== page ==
Bishop's Column

The Lion of Lincoln

In the year 590, Pope St. Gregory the Great said that a good and holy bishop ought to be “an example of good living who already lives spiritually, dying to all passions of the flesh; who disregards worldly prosperity; who is afraid of no adversity; who desires only inward wealth; whose intention the body, in good accord with it, thwarts not at all by its frailness, nor the spirit greatly by its disdain: one who is not led to covet the things of others, but gives freely of his own.”

Pope St. Gregory the Great said that a bishop should approach his vocation with humility, with reverence for the Lord, and for the task to which he is called. A bishop, he said, must be truthful, courageous, merciful, and honest. He must place the salvation of souls—especially those entrusted to his care—as his highest goal.

In the 1930s and 1940s, in Germany, Blessed Clemens August Graf von Galen served as the Bishop of Münster, Germany. As the Nazi party rose to power, Bishop Von Galen resisted their tyranny. When the Nazis began to seize the property of religious orders, and arrest priests, and undermine the faith, Bishop von Galen resisted—boldly and publicly when necessary, and with savvy, prudence, and wisdom.  

He began to publish pamphlets denouncing National Socialism. He assisted those fleeing the Nazis. He called his country to reject the falsehoods of Satan, and, with charity, he aided all those subject to persecution.

Nazi exterminations began with the mentally ill and the intellectually disabled, especially with children. Their systematic euthanasia took place in secret. But Bishop von Galen gathered information about their work, and he became among the first public figures to expose the profound inhumanity of the Nazi regime. He did so with the truth on his side, but at great personal peril.

In 1941 Bishop von Galen began preaching more fervently on the dignity of all human life. Regarding the extermination of the disabled, he preached that “we are concerned with men and women, our fellow human beings, our brothers and sisters! Poor human beings, ill human beings, they are unproductive if you will. But does that mean they have lost the right to live? Have you, have I, the right to live only so long as we are productive, so long as we are regarded by others as productive?  … Woe to mankind—woe to our German people—if the Divine Commandment ‘Thou shalt not kill’ which God our Creator wrote into man’s conscience from the beginning, if this Commandment is not merely violated but this violation is tolerated and remains unpunished!’”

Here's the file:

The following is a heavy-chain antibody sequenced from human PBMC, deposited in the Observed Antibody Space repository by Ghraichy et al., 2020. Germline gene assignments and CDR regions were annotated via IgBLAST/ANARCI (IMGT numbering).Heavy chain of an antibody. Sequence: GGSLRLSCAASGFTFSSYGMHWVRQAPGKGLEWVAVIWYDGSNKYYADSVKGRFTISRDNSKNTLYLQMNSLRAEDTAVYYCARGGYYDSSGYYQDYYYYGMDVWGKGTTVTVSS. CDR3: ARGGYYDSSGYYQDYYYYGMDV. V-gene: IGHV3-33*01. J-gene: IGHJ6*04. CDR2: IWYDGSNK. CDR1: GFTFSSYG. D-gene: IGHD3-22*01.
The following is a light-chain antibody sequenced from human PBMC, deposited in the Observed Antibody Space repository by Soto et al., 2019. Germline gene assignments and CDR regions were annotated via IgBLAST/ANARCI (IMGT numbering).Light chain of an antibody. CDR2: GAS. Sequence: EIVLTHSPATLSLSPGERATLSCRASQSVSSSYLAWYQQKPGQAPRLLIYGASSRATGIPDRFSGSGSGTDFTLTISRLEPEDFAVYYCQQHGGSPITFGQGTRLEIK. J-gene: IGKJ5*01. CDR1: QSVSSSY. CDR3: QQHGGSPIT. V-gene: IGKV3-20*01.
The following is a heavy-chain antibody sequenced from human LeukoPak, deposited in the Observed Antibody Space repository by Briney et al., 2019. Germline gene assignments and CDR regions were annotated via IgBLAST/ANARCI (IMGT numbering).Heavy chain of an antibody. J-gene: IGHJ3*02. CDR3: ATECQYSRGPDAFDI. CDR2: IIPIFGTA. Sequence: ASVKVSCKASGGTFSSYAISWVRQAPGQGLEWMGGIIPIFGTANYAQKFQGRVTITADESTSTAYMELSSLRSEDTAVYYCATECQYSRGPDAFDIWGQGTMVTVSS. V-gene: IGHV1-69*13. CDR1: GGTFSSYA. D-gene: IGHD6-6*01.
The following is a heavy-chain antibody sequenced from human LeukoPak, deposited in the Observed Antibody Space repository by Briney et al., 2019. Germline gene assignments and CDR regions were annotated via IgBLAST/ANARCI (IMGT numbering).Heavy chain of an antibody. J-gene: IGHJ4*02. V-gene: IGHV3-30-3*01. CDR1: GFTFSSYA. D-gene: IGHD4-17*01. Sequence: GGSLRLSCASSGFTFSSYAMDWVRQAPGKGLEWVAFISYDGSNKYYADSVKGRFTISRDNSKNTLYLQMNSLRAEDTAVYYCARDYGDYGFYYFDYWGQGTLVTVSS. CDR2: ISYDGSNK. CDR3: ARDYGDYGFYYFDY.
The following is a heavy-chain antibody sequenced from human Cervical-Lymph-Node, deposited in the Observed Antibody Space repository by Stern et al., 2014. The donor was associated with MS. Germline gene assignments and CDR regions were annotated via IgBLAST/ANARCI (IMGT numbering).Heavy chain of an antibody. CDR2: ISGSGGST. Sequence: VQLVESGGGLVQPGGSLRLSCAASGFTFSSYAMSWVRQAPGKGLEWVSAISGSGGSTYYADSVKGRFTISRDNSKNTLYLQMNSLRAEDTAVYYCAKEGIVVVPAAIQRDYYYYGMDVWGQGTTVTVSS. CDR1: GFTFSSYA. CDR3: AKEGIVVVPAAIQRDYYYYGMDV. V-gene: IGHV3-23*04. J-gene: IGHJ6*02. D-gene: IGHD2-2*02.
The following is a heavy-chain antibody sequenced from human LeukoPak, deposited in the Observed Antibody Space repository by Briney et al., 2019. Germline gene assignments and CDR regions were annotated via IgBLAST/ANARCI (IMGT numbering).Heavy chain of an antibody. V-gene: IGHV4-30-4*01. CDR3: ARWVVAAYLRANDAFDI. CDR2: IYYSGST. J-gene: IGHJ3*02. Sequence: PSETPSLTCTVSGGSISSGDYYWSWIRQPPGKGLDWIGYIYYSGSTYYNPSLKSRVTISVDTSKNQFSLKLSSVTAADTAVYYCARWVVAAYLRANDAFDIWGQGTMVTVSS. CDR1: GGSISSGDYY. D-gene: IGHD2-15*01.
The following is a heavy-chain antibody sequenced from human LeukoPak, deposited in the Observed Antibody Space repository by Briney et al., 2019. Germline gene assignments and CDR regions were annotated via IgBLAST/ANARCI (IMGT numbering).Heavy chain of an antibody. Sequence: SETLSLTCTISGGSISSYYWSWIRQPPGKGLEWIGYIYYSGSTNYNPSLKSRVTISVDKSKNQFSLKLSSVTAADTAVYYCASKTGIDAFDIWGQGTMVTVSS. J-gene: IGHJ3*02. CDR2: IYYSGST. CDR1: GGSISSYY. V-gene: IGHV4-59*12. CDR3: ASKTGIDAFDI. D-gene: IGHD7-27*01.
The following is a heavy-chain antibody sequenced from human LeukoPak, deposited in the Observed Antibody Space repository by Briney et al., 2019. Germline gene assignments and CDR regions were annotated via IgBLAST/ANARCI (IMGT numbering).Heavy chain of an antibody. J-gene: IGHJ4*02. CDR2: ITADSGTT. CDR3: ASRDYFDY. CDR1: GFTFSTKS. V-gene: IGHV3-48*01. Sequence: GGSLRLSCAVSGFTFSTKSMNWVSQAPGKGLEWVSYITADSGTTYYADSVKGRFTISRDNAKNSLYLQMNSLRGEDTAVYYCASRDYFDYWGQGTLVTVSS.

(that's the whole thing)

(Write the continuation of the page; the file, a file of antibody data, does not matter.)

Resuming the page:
Many German bishops were unwilling to publicly oppose the Nazi regime. Bishop Von Galen was often alone and always in danger of arrest. But he preached the truth, and his preaching saved lives.

Today, Blessed Bishop Von Galen is remembered as the “Lion of Münster.”

At the beginning of next month, we will celebrate the 80th birthday of my predecessor, Bishop Fabian W. Bruskewitz. Bishop Bruskewitz is a man of humility, holiness, and charity.  And like the “Lion of Münster,” he is a man of courage.

From the time I was a young priest, I have been an admirer of Bishop Bruskewitz. He has spent his entire ministry proclaiming the dignity of human life, the Gospel, and the grace of redemption in Jesus Christ. He does not seek popularity, or fortune, or esteem—Bishop Bruskewitz seeks only to proclaim the truth.

Our diocese is blessed because of his leadership. He has ensured strong Catholic formation in our schools. He has ensured the presence of beautiful and holy worship. He has supported our seminarians—even founding St. Gregory the Great Seminary—and supported our religious communities.

Above all, Bishop Bruskewitz has told the truth. At times, he has done so, like Bishop von Galen, all alone. At times, he has inspired others to do the same. I have no doubt that his ministry has played a critical role in the salvation of thousands and thousands of souls.

He is a holy man. He is man of keen intellect. He is, I am fortunate to say, my friend. As we celebrate his momentous birthday, I ask you to join me in prayer for Bishop Fabian Bruskewitz—the charitable, fearless, and holy “Lion of Lincoln.”

Editor’s Note: Please click here for more birthday tributes to Bishop Bruskewitz.

Bishop Conley

 

 

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